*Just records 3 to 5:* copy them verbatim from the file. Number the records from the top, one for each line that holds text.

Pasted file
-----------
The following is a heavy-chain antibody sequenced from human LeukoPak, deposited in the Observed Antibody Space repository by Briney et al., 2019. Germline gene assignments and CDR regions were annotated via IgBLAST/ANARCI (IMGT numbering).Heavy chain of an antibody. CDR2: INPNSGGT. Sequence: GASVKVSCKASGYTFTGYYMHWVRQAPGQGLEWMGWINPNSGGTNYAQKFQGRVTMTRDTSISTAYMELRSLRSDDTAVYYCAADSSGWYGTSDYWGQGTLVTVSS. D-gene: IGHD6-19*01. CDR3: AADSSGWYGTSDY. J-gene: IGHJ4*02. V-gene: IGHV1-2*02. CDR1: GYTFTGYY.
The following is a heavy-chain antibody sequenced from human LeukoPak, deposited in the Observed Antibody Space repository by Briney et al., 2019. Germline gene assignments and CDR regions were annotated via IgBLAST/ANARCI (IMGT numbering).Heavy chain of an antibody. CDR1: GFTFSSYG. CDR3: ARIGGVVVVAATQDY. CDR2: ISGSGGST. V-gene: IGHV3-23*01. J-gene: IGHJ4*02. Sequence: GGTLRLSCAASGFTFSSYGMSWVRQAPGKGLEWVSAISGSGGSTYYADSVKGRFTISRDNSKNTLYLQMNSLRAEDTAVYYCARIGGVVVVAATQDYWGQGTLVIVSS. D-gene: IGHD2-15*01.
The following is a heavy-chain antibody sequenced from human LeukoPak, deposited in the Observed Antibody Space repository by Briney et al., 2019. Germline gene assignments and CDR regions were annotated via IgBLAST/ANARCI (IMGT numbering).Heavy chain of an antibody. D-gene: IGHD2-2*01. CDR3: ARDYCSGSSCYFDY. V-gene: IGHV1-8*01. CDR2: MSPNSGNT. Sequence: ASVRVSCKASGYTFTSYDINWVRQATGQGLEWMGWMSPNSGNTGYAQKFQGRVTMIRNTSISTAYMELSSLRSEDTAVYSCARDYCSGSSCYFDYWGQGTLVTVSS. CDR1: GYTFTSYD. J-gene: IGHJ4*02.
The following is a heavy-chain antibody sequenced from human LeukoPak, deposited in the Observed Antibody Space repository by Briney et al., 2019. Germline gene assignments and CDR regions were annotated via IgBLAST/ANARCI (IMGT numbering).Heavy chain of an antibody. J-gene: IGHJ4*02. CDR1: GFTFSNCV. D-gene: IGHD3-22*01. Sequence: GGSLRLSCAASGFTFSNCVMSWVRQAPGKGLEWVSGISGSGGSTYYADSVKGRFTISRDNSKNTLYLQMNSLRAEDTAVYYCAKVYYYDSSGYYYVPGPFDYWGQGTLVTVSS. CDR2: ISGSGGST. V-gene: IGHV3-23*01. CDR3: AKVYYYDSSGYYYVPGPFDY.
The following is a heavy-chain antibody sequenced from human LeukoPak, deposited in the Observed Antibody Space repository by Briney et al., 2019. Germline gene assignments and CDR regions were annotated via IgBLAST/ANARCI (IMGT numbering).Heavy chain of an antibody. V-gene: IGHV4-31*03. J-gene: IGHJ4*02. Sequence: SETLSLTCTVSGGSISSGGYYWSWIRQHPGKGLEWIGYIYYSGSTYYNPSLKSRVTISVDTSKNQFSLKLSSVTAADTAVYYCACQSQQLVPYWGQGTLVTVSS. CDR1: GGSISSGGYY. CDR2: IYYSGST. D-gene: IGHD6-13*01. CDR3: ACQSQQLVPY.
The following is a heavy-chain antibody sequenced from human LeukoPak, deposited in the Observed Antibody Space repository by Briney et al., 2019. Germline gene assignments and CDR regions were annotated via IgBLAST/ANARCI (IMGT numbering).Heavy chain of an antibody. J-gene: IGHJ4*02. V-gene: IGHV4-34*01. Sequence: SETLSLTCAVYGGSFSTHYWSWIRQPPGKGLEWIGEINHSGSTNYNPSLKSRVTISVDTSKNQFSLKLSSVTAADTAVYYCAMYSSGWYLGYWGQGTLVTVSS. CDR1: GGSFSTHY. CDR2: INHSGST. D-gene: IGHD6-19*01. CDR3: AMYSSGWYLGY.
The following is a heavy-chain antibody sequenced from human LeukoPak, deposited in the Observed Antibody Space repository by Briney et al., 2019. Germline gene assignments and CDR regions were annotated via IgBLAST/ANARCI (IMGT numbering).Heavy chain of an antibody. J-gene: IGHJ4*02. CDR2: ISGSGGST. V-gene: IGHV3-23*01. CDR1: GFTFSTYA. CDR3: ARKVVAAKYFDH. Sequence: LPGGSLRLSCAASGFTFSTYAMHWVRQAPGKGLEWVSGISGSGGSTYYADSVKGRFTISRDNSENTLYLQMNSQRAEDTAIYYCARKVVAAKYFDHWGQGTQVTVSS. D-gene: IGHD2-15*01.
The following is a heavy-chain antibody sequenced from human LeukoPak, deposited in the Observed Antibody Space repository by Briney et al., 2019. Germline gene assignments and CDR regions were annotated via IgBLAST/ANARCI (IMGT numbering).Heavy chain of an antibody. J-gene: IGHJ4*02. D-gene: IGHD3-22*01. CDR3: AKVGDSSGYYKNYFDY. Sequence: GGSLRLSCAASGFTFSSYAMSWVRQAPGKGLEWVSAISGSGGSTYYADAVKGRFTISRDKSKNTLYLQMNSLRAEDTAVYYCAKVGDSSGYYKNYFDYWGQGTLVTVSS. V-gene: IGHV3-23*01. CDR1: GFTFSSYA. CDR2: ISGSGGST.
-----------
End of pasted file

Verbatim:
The following is a heavy-chain antibody sequenced from human LeukoPak, deposited in the Observed Antibody Space repository by Briney et al., 2019. Germline gene assignments and CDR regions were annotated via IgBLAST/ANARCI (IMGT numbering).Heavy chain of an antibody. D-gene: IGHD2-2*01. CDR3: ARDYCSGSSCYFDY. V-gene: IGHV1-8*01. CDR2: MSPNSGNT. Sequence: ASVRVSCKASGYTFTSYDINWVRQATGQGLEWMGWMSPNSGNTGYAQKFQGRVTMIRNTSISTAYMELSSLRSEDTAVYSCARDYCSGSSCYFDYWGQGTLVTVSS. CDR1: GYTFTSYD. J-gene: IGHJ4*02.
The following is a heavy-chain antibody sequenced from human LeukoPak, deposited in the Observed Antibody Space repository by Briney et al., 2019. Germline gene assignments and CDR regions were annotated via IgBLAST/ANARCI (IMGT numbering).Heavy chain of an antibody. J-gene: IGHJ4*02. CDR1: GFTFSNCV. D-gene: IGHD3-22*01. Sequence: GGSLRLSCAASGFTFSNCVMSWVRQAPGKGLEWVSGISGSGGSTYYADSVKGRFTISRDNSKNTLYLQMNSLRAEDTAVYYCAKVYYYDSSGYYYVPGPFDYWGQGTLVTVSS. CDR2: ISGSGGST. V-gene: IGHV3-23*01. CDR3: AKVYYYDSSGYYYVPGPFDY.
The following is a heavy-chain antibody sequenced from human LeukoPak, deposited in the Observed Antibody Space repository by Briney et al., 2019. Germline gene assignments and CDR regions were annotated via IgBLAST/ANARCI (IMGT numbering).Heavy chain of an antibody. V-gene: IGHV4-31*03. J-gene: IGHJ4*02. Sequence: SETLSLTCTVSGGSISSGGYYWSWIRQHPGKGLEWIGYIYYSGSTYYNPSLKSRVTISVDTSKNQFSLKLSSVTAADTAVYYCACQSQQLVPYWGQGTLVTVSS. CDR1: GGSISSGGYY. CDR2: IYYSGST. D-gene: IGHD6-13*01. CDR3: ACQSQQLVPY.